HKU governance report 2017

HKU Council reveals governance report, rejects proposal for independent chancellor

June 28, 2017 / by / 0 Comment

[Update (5/7/2017): the story is updated to include a statement by William Kirby.]

A long-awaited report on the University of Hong Kong’s governance structure, compiled by an external review panel, has been made public late Tuesday night. Earlier that day, HKU Council decided in a meeting to release the report, along with a separate report written in response by a working party of HKU Council members.

One of the divergences between the reports concerned the role of university chancellor: the review panel favoured separating the role from the chief executive, while the working party opposed it. In the June 27th meeting, Council took the side of the working party and “agreed in general” with its recommendations, according to a mass email by a Council representative.

Both reports also discussed issues such as confidentiality of Council meetings, disciplinary measures for students, and the operation of Council committees.

In the governance report, the review panel recommended that the university’s chancellor be “largely honorary” and “independent.” Currently the chief executive is HKU’s chancellor by default, and the panel argued that this created an “unavoidable potential conflict of interest.”

The panel also said these reforms could benefit a new chief executive, and could be “a significant step towards rebuilding trust.” In the meantime, there will still be “well-established lines of accountability” like the UGC for the government to hold HKU to account.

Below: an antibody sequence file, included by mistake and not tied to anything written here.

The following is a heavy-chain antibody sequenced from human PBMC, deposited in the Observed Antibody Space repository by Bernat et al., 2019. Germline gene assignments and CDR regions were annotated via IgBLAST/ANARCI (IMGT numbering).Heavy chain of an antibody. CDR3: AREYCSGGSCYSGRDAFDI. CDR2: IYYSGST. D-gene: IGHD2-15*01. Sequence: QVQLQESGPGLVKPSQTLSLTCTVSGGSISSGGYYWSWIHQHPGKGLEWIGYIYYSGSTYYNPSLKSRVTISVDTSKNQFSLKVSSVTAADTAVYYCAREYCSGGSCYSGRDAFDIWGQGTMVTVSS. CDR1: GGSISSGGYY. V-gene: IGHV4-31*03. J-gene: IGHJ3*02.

This position was backed by two out of three members of the review panel. The dissenting member, Peter Van Tu Nguyen, wrote that the concerns of political interference are “totally without foundation,” and there are public interest reasons to keep the arrangement.

In response, the working party rejected the recommendation. Instead of separating the role of chief executive from university chancellor, the working party suggested that a more “pragmatic” method was to establish “formal procedures” relating to the exercise of the chancellor’s powers.

An example given was letting the nominations committee make a “skill template,” which can assist the chancellor to find candidates for certain Council seats. The stated aim of such formal procedures was to have “two-way communication with the chancellor.”

Report of import, in short

This is the latest development in a governance reform initiative that has taken more than a year. In April 2016, HKU Council established a three-person, independent review panel, tasked with ”[reviewing] the effectiveness of the current governance structure.”

Members of the review panel were Malcolm Grant, Chancellor of the University of York; William C. Kirby, a professor at Harvard University; and Peter Van Tu Nguyen, a former High Court judge.

After some delay, Council received the report by the end of February 2017, and established a working party to implement and “look into” the report’s recommendations. The working party was composed of Council members: Brian Stevenson, Henry Chan Hin-lee, Joseph Chan Cho-wai, Ayesha Lau, Patrick Poon Sun-cheong, and Rosie Young Tse-tse.

At the time, the review panel’s report was not made public, with president and vice-chancellor Peter Mathieson defending the decision against criticism.

Now that the Council has revealed the report, it promises “sessions with staff, students and alumni to share views,” but no specifics are announced yet.

Citizen News reported on July 4th that Kirby issued a statement, stating that the panel has “given our best recommendations, based on enduring global standards of university governance.” Kirby did not comment on whether he agreed with the working party’s interpretation of his report. Citizen News also contacted Grant for comment but received no reply.

Speaking to Undergrad yesterday, HKUSU President Ed Wong Ching-tak called Council’s decision “conservative,” and said it accommodated the government’s wishes at the expense of HKU’s best interests.

The review panel’s report can be read in full here. The working party’s report can be read in full here.

This is a developing story; check back at our site for continuing coverage.


Law and literature student at HKU.